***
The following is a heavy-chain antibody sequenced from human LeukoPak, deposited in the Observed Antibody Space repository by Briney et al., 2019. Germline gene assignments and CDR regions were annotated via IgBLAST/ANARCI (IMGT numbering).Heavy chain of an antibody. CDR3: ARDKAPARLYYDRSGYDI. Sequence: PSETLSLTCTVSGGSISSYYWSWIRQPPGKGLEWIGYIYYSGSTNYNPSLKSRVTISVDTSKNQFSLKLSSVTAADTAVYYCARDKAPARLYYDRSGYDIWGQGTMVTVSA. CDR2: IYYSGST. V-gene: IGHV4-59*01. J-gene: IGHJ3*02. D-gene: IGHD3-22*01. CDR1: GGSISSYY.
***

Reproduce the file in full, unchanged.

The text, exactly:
The following is a heavy-chain antibody sequenced from human LeukoPak, deposited in the Observed Antibody Space repository by Briney et al., 2019. Germline gene assignments and CDR regions were annotated via IgBLAST/ANARCI (IMGT numbering).Heavy chain of an antibody. CDR3: ARDKAPARLYYDRSGYDI. Sequence: PSETLSLTCTVSGGSISSYYWSWIRQPPGKGLEWIGYIYYSGSTNYNPSLKSRVTISVDTSKNQFSLKLSSVTAADTAVYYCARDKAPARLYYDRSGYDIWGQGTMVTVSA. CDR2: IYYSGST. V-gene: IGHV4-59*01. J-gene: IGHJ3*02. D-gene: IGHD3-22*01. CDR1: GGSISSYY.